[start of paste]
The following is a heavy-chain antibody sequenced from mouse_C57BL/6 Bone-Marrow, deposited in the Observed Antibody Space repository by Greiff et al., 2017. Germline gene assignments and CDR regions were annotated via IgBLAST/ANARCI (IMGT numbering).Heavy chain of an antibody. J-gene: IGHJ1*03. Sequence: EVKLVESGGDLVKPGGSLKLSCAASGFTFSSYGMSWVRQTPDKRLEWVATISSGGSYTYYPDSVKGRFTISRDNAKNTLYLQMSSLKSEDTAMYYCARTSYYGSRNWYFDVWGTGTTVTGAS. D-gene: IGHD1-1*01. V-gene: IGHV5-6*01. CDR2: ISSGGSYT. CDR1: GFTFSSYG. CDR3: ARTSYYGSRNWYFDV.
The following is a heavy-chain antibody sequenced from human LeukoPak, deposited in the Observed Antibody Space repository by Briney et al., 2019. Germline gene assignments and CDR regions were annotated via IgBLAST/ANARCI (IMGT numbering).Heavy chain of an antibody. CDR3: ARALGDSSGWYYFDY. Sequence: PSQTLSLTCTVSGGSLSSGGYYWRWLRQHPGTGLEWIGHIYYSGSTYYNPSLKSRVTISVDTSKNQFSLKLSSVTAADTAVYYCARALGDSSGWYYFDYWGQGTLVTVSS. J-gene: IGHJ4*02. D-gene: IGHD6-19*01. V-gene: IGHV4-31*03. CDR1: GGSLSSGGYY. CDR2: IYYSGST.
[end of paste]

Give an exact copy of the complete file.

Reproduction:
The following is a heavy-chain antibody sequenced from mouse_C57BL/6 Bone-Marrow, deposited in the Observed Antibody Space repository by Greiff et al., 2017. Germline gene assignments and CDR regions were annotated via IgBLAST/ANARCI (IMGT numbering).Heavy chain of an antibody. J-gene: IGHJ1*03. Sequence: EVKLVESGGDLVKPGGSLKLSCAASGFTFSSYGMSWVRQTPDKRLEWVATISSGGSYTYYPDSVKGRFTISRDNAKNTLYLQMSSLKSEDTAMYYCARTSYYGSRNWYFDVWGTGTTVTGAS. D-gene: IGHD1-1*01. V-gene: IGHV5-6*01. CDR2: ISSGGSYT. CDR1: GFTFSSYG. CDR3: ARTSYYGSRNWYFDV.
The following is a heavy-chain antibody sequenced from human LeukoPak, deposited in the Observed Antibody Space repository by Briney et al., 2019. Germline gene assignments and CDR regions were annotated via IgBLAST/ANARCI (IMGT numbering).Heavy chain of an antibody. CDR3: ARALGDSSGWYYFDY. Sequence: PSQTLSLTCTVSGGSLSSGGYYWRWLRQHPGTGLEWIGHIYYSGSTYYNPSLKSRVTISVDTSKNQFSLKLSSVTAADTAVYYCARALGDSSGWYYFDYWGQGTLVTVSS. J-gene: IGHJ4*02. D-gene: IGHD6-19*01. V-gene: IGHV4-31*03. CDR1: GGSLSSGGYY. CDR2: IYYSGST.